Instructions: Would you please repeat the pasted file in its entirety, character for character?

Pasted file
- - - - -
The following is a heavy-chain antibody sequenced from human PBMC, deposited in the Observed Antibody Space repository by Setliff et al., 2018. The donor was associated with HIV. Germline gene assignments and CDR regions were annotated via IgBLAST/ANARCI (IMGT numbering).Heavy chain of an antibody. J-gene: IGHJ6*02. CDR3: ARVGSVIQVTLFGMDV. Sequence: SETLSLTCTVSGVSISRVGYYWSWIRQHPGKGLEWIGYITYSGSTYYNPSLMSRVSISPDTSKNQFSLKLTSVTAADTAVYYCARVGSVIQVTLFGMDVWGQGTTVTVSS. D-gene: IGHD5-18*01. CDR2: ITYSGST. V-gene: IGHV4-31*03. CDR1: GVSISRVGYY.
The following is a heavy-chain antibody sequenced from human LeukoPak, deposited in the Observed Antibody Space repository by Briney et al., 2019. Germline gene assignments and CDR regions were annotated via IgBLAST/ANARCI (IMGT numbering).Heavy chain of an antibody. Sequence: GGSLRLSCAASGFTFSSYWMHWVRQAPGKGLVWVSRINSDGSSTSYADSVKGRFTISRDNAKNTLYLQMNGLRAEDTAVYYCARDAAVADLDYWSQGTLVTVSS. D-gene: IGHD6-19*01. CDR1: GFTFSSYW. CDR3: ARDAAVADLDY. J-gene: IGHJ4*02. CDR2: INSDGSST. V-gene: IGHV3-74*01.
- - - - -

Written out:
The following is a heavy-chain antibody sequenced from human PBMC, deposited in the Observed Antibody Space repository by Setliff et al., 2018. The donor was associated with HIV. Germline gene assignments and CDR regions were annotated via IgBLAST/ANARCI (IMGT numbering).Heavy chain of an antibody. J-gene: IGHJ6*02. CDR3: ARVGSVIQVTLFGMDV. Sequence: SETLSLTCTVSGVSISRVGYYWSWIRQHPGKGLEWIGYITYSGSTYYNPSLMSRVSISPDTSKNQFSLKLTSVTAADTAVYYCARVGSVIQVTLFGMDVWGQGTTVTVSS. D-gene: IGHD5-18*01. CDR2: ITYSGST. V-gene: IGHV4-31*03. CDR1: GVSISRVGYY.
The following is a heavy-chain antibody sequenced from human LeukoPak, deposited in the Observed Antibody Space repository by Briney et al., 2019. Germline gene assignments and CDR regions were annotated via IgBLAST/ANARCI (IMGT numbering).Heavy chain of an antibody. Sequence: GGSLRLSCAASGFTFSSYWMHWVRQAPGKGLVWVSRINSDGSSTSYADSVKGRFTISRDNAKNTLYLQMNGLRAEDTAVYYCARDAAVADLDYWSQGTLVTVSS. D-gene: IGHD6-19*01. CDR1: GFTFSSYW. CDR3: ARDAAVADLDY. J-gene: IGHJ4*02. CDR2: INSDGSST. V-gene: IGHV3-74*01.